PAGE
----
Old World monkeys are a group of primates native to Old World regions of the world, which include Africa, Southeast Asia, and India. Several characteristics distinguish Old World monkeys from New World monkeys. Old World monkeys are relatively larger compared to New World monkeys. They have opposable thumbs (similar to apes) and have nails on all toes and fingers. They also have nostrils that point down and are closer together (more like humans), while the New World monkeys have nostrils that point to the side. There are about 133 species of Old World monkeys classified into two subgroups; the Colobinae and the Cercopithecinae. The Colobinae consists of Asian species (and a few African species) such as red colobuses, snub-nosed monkeys, langurs, and lutungs. On the other hand, the Cercopithecidae consists of African species such as baboons, macaques, mandrills, and mangabeys. Some of the Old World monkeys that are critically endangered include Dryas monkey, Pagai Island macaque, Celebes crested macaque, Miss Waldron’s red colobus, Preuss’s red colobus, kipunji, and the Sarawak surili.
The Dryas monkey, which is also known as the Solanga monkey or ekele and scientifically known as Cercopithecus dryas is a species that is found in the Congo Basin. Its range is restricted to the left bank of the Congo River. They prefer areas with secondary forests but are also known to inhabit swampy lowlands and regions along the Congo River. Dryas monkeys feed on fruits, young leaves, and flowers. Occasionally, they also feed on invertebrates. It is considered a very rare species, with its total population numbering less than 200 individuals. Consequently, the species is listed as critically endangered on the IUCN Red List.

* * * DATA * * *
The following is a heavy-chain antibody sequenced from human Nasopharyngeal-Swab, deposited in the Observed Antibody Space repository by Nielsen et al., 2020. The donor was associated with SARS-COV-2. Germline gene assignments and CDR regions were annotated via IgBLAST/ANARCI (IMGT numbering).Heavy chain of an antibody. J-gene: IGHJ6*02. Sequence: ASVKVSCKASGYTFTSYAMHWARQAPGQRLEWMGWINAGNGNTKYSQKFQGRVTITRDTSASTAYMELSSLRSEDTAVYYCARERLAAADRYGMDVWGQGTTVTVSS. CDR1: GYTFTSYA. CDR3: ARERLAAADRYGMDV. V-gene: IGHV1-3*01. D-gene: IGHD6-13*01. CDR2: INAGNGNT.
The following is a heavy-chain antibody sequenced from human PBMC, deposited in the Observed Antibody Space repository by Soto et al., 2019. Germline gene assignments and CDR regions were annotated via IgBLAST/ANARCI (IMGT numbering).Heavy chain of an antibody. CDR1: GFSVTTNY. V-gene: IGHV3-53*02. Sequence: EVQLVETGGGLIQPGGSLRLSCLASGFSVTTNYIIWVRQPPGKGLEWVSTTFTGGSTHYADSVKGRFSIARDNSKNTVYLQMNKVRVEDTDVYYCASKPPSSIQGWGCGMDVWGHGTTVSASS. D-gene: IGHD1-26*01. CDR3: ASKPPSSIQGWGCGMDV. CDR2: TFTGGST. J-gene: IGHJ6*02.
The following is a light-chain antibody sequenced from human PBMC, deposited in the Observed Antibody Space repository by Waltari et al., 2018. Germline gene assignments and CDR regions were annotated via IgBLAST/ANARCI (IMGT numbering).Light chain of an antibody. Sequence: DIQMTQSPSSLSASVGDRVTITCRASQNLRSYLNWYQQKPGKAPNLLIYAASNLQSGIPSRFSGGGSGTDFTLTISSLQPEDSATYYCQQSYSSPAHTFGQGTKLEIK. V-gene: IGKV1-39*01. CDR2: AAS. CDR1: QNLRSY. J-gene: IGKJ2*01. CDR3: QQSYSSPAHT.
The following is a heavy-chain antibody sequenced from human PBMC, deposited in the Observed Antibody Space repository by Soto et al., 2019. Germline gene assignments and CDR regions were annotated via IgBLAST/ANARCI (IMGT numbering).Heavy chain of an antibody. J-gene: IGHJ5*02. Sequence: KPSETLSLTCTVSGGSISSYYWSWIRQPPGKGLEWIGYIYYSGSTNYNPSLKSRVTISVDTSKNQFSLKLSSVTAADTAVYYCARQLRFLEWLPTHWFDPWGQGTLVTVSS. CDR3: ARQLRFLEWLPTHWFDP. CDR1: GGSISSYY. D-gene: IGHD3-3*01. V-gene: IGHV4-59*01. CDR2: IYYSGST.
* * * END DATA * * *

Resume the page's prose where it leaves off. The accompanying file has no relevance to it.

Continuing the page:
Celebes Crested Macaque
The Celebes crested macaque is scientifically known as Macaca nigra. Other common names for the species include Sulawesi crested macaque and crested black macaque. The species is found in the Tangkoko Reserve in the northeastern part of Sulawesi (Celebes) Island, Indonesia. The species prefers rainforest habitats. They spend over 60% of their day foraging for food on the ground, socializing, sleeping, and searching for food in the trees. Their diet consists mainly of fruits. The diet is also supplemented with leaves, seeds, buds, eggs, insects, fungus, and occasionally with lizards and frogs. Celebes crested macaque is considered critically endangered by the IUCN.
Pagai Island Macaque
The Pagai Island macaque, which is also known as the Bokkoi, is scientifically known as Macaca pagensis. The species is native to the Mentawai Islands to the west of Sumatra. Their natural habitat consists of rainforest. They can also be found in coastal swamp-forest and riverine areas. The species lives in forest canopies and forage at trees standing at heights of between 78 and 118 feet above the ground. Their diet consists of figs. The Pagai Island macaque is currently listed as critically endangered on the IUCN red list.